It is unknown what happened to the side nameplates from the Locomotive.

Walsall Wood Colliery

March 22, 2018

ww colliery 5

Two 15 feet diameter shafts were sunk in 1874, one to a depth of 1676 feet, and the other to a depth of 1743 feet, making the mine the deepest in the Staffordshire Coalfields.

Ventilation was by means of a coal fired furnace at the base of the up shaft, working on the principal of hot air rising, which in turn was replaced with fresh cold air drawn down the down shaft. The furnace worked continuously until it was replaced with an electric driven fan in 1954.

ww colliery 4

In its peak days the Colliery produced 6,500 tons of coal per week. some coal went by narrow boat on the adjacent Wyrley and Essington canal.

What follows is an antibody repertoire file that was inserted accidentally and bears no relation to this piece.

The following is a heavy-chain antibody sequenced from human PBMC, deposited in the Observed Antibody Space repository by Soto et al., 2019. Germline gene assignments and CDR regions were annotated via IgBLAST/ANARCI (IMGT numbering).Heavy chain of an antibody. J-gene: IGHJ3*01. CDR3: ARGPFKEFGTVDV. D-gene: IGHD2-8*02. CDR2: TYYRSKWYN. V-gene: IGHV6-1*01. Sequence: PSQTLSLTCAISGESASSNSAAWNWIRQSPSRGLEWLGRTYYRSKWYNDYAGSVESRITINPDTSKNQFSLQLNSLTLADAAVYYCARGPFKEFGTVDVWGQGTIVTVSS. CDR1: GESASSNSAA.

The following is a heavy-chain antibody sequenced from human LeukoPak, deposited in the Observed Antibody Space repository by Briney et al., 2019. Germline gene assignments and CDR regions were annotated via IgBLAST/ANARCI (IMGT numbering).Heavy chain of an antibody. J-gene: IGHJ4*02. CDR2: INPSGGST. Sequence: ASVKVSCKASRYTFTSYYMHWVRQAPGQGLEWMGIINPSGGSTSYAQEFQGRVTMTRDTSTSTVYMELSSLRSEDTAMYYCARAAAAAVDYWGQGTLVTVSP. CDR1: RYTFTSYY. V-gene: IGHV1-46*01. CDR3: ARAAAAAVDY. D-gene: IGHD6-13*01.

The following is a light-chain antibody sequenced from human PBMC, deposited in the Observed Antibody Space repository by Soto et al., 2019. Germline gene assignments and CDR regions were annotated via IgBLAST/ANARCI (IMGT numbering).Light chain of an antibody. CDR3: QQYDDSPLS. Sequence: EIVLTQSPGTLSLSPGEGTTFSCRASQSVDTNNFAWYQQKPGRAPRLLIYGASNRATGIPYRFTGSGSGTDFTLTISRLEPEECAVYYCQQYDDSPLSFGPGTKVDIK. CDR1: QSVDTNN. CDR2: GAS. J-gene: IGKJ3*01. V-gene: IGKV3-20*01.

ww colliery 3

The remainder went by rail either on the Midland Railway line via Aldridge Sutton and Birmingham, or on the link to Norton Junction in Pelsall to connect to the L N W R which later became the L M S after re grouping.

ww colliery 1

All coal seams were exhausted by 1964 which meant the closure of the Colliery.

Following the mine closure, Effluent Disposal where granted permission to discharge chemical waste down the shaft into the mine workings. This went on until March 1976 until the liquid reached the permitted level below the shaft top.

A 60 foot tall monument of a pit head has been erected in memory of the Colliery and the miners who worked there.


In formation taken from Brian Rollins book Coal mining in Walsall Wood.